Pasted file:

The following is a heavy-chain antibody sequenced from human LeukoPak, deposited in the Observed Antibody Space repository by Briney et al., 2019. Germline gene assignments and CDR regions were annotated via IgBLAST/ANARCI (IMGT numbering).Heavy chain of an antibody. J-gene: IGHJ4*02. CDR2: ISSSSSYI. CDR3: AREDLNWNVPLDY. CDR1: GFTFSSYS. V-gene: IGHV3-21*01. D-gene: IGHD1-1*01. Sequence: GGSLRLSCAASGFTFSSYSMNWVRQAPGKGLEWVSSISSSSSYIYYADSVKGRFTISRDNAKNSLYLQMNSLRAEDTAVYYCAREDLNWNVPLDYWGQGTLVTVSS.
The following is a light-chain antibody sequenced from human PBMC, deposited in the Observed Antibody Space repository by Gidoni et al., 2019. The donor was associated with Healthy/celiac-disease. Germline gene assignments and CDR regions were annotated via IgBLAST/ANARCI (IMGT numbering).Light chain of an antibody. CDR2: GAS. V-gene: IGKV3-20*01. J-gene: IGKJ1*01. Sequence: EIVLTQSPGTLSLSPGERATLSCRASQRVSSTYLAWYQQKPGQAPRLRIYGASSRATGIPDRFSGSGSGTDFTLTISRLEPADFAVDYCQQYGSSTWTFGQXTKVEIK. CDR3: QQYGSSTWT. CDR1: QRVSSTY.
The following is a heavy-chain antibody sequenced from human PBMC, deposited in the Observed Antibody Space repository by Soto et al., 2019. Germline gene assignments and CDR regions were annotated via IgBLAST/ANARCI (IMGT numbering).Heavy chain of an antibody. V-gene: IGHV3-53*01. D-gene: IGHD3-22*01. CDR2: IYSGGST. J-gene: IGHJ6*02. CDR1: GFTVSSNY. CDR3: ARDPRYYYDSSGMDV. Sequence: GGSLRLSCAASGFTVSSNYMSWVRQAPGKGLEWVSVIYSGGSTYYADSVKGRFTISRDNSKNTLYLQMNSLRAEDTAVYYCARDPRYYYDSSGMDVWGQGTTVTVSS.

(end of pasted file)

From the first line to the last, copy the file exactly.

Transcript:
The following is a heavy-chain antibody sequenced from human LeukoPak, deposited in the Observed Antibody Space repository by Briney et al., 2019. Germline gene assignments and CDR regions were annotated via IgBLAST/ANARCI (IMGT numbering).Heavy chain of an antibody. J-gene: IGHJ4*02. CDR2: ISSSSSYI. CDR3: AREDLNWNVPLDY. CDR1: GFTFSSYS. V-gene: IGHV3-21*01. D-gene: IGHD1-1*01. Sequence: GGSLRLSCAASGFTFSSYSMNWVRQAPGKGLEWVSSISSSSSYIYYADSVKGRFTISRDNAKNSLYLQMNSLRAEDTAVYYCAREDLNWNVPLDYWGQGTLVTVSS.
The following is a light-chain antibody sequenced from human PBMC, deposited in the Observed Antibody Space repository by Gidoni et al., 2019. The donor was associated with Healthy/celiac-disease. Germline gene assignments and CDR regions were annotated via IgBLAST/ANARCI (IMGT numbering).Light chain of an antibody. CDR2: GAS. V-gene: IGKV3-20*01. J-gene: IGKJ1*01. Sequence: EIVLTQSPGTLSLSPGERATLSCRASQRVSSTYLAWYQQKPGQAPRLRIYGASSRATGIPDRFSGSGSGTDFTLTISRLEPADFAVDYCQQYGSSTWTFGQXTKVEIK. CDR3: QQYGSSTWT. CDR1: QRVSSTY.
The following is a heavy-chain antibody sequenced from human PBMC, deposited in the Observed Antibody Space repository by Soto et al., 2019. Germline gene assignments and CDR regions were annotated via IgBLAST/ANARCI (IMGT numbering).Heavy chain of an antibody. V-gene: IGHV3-53*01. D-gene: IGHD3-22*01. CDR2: IYSGGST. J-gene: IGHJ6*02. CDR1: GFTVSSNY. CDR3: ARDPRYYYDSSGMDV. Sequence: GGSLRLSCAASGFTVSSNYMSWVRQAPGKGLEWVSVIYSGGSTYYADSVKGRFTISRDNSKNTLYLQMNSLRAEDTAVYYCARDPRYYYDSSGMDVWGQGTTVTVSS.